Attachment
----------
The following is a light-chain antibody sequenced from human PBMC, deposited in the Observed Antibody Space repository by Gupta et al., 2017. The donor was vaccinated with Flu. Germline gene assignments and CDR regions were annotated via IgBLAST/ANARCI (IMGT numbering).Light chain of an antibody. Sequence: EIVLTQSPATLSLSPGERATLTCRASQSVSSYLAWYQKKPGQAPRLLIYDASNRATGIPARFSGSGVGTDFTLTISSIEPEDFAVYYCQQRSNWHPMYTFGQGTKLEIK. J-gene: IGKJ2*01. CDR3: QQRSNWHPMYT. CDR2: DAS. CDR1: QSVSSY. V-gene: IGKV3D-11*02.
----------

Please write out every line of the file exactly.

The following is a light-chain antibody sequenced from human PBMC, deposited in the Observed Antibody Space repository by Gupta et al., 2017. The donor was vaccinated with Flu. Germline gene assignments and CDR regions were annotated via IgBLAST/ANARCI (IMGT numbering).Light chain of an antibody. Sequence: EIVLTQSPATLSLSPGERATLTCRASQSVSSYLAWYQKKPGQAPRLLIYDASNRATGIPARFSGSGVGTDFTLTISSIEPEDFAVYYCQQRSNWHPMYTFGQGTKLEIK. J-gene: IGKJ2*01. CDR3: QQRSNWHPMYT. CDR2: DAS. CDR1: QSVSSY. V-gene: IGKV3D-11*02.